Saturday, February 6, 2010

Chuck Close

Thanks to my lovely friend, James Bacchi, owner of ArtHaus here in San Francisco, I have a new found love for art.... he truly has opened a HUGE door for me that I am just eager to learn more. As a true Aquarian I then have to share every detail with you! I'm in love with the work of Chuck Close.

Chuck's father died when he was ten years old. Most of his early works are very large portraits based on photographs (Photorealism or Hyperralism technique) of family and friends, often other artists.

Close's first one-man show was in 1970. His work was first exhibited at the New York Museum of Modern Art in early 1973. In 1979 his work was included in the Whitney Biennial. One demonstration of the way photography became assimilated into the art world is the success of photorealist painting in the late 1960s and early 1970s. The everyday nature of the subject matter of the paintings likewise worked to secure the painting as a realist object.

One photo of Philip Glass was included in his black and white series in 1969, redone with water colors in 1977, again redone with stamp pad and fingerprints in 1978, and also done as gray handmade paper in 1982.

Philip Glass by Chuck Close

Although his later paintings differ in method from his earlier canvases, the preliminary process remains the same. To create his grid work copies of photos, Close puts a grid on the photo and on the canvas and copies cell by cell. Typically, each square within the grid is filled with roughly executed regions of color (usually consisting of painted rings on a contrasting background) which give the cell a perceived 'average' hue which makes sense from a distance. His first tools for this included an airbrush, rags, razor blade, and an eraser mounted on a power drill. His first picture with this method was Big Self Portrait, a black and white enlargement of his face to a 107.5 in by 83.5 in (2.73 m by 2.12 m) canvas, made in over four months in 1968, and acquired by the Walker Art Center in 1969. He made seven more black and white portraits during this period. He has been quoted as saying that he used such diluted paint in the airbrush that all eight of the paintings were made with a single tube of mars black acrylic.

Later work has branched into non-rectangular grids, topographic map style regions of similar colors, CMYK color grid work, and using larger grids to make the cell by cell nature of his work obvious even in small reproductions. The Big Self Portrait is so finely done that even a full page reproduction in an art book is still indistinguishable from a regular photograph.

Close has also continued to explore difficult photographic processes such as daguerrotype in collaboration with Jerry Spagnoli and sophisticated modular/cell-based forms such as tapestry. Close's wall-size tapestry portraits, in which each image is composed of thousands of combinations of woven colored thread, depict subjects including Kate Moss, Cindy Sherman, Lorna Simpson, Philip Glass and Close himself.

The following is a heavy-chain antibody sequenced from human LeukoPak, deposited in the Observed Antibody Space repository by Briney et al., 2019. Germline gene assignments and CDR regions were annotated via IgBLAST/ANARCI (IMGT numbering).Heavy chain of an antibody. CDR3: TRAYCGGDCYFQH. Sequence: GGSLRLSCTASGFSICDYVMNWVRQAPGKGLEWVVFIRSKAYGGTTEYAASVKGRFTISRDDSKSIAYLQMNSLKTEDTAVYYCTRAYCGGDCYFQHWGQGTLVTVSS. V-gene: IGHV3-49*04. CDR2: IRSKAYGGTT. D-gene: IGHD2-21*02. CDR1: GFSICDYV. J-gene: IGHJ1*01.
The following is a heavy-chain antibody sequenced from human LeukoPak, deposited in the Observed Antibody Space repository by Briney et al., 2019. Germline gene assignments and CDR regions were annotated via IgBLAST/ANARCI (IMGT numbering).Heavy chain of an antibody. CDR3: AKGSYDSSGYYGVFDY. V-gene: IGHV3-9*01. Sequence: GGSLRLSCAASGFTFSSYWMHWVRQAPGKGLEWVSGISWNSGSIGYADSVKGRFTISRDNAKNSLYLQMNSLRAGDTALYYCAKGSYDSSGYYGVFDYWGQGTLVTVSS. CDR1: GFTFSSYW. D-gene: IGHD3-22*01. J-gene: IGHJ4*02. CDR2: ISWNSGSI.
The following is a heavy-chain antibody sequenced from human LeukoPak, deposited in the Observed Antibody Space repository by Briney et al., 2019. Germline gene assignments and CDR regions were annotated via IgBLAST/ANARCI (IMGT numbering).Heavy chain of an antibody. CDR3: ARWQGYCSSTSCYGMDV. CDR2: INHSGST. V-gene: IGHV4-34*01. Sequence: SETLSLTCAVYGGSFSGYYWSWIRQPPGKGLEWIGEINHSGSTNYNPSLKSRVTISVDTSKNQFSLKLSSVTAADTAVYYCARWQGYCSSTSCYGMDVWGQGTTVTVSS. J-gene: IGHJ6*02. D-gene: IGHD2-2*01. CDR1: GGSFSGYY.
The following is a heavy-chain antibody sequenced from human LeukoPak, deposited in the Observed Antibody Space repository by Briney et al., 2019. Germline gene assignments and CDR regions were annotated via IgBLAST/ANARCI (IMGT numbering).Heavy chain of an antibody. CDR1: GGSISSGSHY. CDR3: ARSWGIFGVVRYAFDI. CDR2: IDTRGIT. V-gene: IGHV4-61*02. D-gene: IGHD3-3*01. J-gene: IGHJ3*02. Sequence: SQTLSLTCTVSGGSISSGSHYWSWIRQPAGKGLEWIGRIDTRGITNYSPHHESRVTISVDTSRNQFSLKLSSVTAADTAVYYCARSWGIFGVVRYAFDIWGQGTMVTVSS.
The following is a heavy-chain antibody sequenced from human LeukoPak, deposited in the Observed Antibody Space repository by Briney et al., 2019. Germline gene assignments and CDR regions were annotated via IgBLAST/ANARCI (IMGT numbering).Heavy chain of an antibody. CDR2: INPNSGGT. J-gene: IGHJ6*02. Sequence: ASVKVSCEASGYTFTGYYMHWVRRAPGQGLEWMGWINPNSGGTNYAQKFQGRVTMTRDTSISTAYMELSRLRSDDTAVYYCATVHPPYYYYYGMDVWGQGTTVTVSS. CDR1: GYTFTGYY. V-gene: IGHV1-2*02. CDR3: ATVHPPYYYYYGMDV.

Kate Moss by Chuck Close

On December 7, 1988, Close felt a strange pain in his chest. That day he was in New York about to give an art award. He begged to present first, went on stage, quickly read his speech and then ran to the hospital. Within a few hours, Close was paralyzed from the neck down. At first the doctors were confused but eventually they diagnosed a rare spinal artery collapse. Close called that day "The Event." For months Close was in rehab strengthening his muscles; he soon had slight movement in his arms and could walk, yet only for a few steps. He has relied on a wheelchair since.

Chuck working in his wheelchair with his paintbrush strapped to his hand

However, Close continued to paint on with a brush strapped onto his wrist with tape, creating large portraits in low-resolution grid squares created by an assistant. Viewed from afar, these squares appear as a single, unified image which attempt photo-reality, albeit in pixilated form. Although the paralysis restricted his ability to paint as meticulously as before, Close had, in a sense, placed artificial restrictions upon his hyper-realist approach well before the injury. That is, he adopted materials and techniques that did not lend themselves well to achieving a photorealistic effect. Small bits of irregular paper or inked fingerprints were used as media to achieve astoundingly realistic and interesting results. Close proved able to create his desired effects even with the most difficult of materials to control.

Maggie, 1996, Oil on canvas

Big Self-Portrait (1967-1968), is, indeed, big (nearly nine by seven feet). He used acrylic paint and an airbrush to include every detail


Mark (1978 - 1979), acrylic on canvas

Above and below, in the 1990s he replaced the minute detail of his earlier paintings with a grid of tiles daubed with colorful elliptical and ovoid shapes. Viewed up close, each tile was in itself an abstract painting; when seen from a distance, the tiles came together to form a dynamic deconstruction of the human face.

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